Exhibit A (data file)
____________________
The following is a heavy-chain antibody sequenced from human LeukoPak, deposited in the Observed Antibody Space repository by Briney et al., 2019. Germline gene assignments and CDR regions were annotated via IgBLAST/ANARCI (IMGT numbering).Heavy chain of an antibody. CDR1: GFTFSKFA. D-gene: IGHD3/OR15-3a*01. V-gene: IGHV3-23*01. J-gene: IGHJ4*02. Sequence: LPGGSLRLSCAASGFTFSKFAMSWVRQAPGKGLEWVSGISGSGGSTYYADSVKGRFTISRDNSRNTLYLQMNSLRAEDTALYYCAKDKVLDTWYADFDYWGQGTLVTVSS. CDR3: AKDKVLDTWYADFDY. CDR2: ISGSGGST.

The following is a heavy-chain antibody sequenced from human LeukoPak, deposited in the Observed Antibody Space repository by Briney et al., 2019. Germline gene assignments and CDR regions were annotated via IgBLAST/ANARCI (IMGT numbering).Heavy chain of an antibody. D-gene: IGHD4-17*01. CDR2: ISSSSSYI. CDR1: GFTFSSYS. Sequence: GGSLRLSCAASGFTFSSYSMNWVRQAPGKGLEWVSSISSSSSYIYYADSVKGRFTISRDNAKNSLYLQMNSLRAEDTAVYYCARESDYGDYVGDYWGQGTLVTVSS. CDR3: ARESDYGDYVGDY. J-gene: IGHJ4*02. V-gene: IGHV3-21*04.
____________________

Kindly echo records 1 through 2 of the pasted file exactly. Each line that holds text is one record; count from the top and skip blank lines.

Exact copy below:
The following is a heavy-chain antibody sequenced from human LeukoPak, deposited in the Observed Antibody Space repository by Briney et al., 2019. Germline gene assignments and CDR regions were annotated via IgBLAST/ANARCI (IMGT numbering).Heavy chain of an antibody. CDR1: GFTFSKFA. D-gene: IGHD3/OR15-3a*01. V-gene: IGHV3-23*01. J-gene: IGHJ4*02. Sequence: LPGGSLRLSCAASGFTFSKFAMSWVRQAPGKGLEWVSGISGSGGSTYYADSVKGRFTISRDNSRNTLYLQMNSLRAEDTALYYCAKDKVLDTWYADFDYWGQGTLVTVSS. CDR3: AKDKVLDTWYADFDY. CDR2: ISGSGGST.

The following is a heavy-chain antibody sequenced from human LeukoPak, deposited in the Observed Antibody Space repository by Briney et al., 2019. Germline gene assignments and CDR regions were annotated via IgBLAST/ANARCI (IMGT numbering).Heavy chain of an antibody. D-gene: IGHD4-17*01. CDR2: ISSSSSYI. CDR1: GFTFSSYS. Sequence: GGSLRLSCAASGFTFSSYSMNWVRQAPGKGLEWVSSISSSSSYIYYADSVKGRFTISRDNAKNSLYLQMNSLRAEDTAVYYCARESDYGDYVGDYWGQGTLVTVSS. CDR3: ARESDYGDYVGDY. J-gene: IGHJ4*02. V-gene: IGHV3-21*04.